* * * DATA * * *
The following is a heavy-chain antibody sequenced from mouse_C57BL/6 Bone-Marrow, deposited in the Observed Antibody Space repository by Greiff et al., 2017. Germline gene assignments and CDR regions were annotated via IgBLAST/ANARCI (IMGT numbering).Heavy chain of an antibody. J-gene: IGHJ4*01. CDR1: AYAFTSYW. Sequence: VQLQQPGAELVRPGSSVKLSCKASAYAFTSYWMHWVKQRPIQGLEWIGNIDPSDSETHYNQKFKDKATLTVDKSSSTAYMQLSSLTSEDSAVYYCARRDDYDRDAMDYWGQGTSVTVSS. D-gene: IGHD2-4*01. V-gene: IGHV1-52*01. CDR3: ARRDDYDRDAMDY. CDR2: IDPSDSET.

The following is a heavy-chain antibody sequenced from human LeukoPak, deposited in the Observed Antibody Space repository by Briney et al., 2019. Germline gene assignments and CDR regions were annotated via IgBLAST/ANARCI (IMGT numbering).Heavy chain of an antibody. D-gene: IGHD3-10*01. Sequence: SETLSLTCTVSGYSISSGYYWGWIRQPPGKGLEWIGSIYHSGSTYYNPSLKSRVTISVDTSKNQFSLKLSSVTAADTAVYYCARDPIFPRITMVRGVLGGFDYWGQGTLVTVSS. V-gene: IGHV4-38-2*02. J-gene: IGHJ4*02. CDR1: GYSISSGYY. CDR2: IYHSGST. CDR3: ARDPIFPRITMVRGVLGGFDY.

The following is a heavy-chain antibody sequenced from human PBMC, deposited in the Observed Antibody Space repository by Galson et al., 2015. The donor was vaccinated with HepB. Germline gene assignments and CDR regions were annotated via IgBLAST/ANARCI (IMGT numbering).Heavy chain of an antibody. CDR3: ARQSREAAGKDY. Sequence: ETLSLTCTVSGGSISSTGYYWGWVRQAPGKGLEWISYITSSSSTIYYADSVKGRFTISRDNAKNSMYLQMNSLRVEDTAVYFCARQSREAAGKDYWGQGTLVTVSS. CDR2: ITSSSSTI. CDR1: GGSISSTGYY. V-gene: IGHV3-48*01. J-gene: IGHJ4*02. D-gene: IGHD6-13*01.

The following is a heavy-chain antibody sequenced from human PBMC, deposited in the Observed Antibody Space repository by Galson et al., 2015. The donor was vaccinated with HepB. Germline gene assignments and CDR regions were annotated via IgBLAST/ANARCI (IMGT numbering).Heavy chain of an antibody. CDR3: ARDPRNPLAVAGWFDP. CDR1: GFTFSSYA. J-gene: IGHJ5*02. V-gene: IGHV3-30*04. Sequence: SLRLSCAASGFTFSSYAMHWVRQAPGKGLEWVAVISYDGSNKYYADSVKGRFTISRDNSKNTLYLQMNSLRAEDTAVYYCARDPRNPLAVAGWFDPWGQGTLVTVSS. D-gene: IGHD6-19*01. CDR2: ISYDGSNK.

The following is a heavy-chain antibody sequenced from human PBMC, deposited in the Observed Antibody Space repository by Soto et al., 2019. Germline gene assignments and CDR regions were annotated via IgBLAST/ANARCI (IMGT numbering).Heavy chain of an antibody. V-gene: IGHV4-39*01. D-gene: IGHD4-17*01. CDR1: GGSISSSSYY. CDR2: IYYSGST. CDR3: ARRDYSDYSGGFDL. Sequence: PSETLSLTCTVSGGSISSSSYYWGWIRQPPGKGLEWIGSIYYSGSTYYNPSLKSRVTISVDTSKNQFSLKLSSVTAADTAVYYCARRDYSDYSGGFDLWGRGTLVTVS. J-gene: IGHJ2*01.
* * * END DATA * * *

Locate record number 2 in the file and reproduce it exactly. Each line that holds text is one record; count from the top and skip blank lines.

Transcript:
The following is a heavy-chain antibody sequenced from human LeukoPak, deposited in the Observed Antibody Space repository by Briney et al., 2019. Germline gene assignments and CDR regions were annotated via IgBLAST/ANARCI (IMGT numbering).Heavy chain of an antibody. D-gene: IGHD3-10*01. Sequence: SETLSLTCTVSGYSISSGYYWGWIRQPPGKGLEWIGSIYHSGSTYYNPSLKSRVTISVDTSKNQFSLKLSSVTAADTAVYYCARDPIFPRITMVRGVLGGFDYWGQGTLVTVSS. V-gene: IGHV4-38-2*02. J-gene: IGHJ4*02. CDR1: GYSISSGYY. CDR2: IYHSGST. CDR3: ARDPIFPRITMVRGVLGGFDY.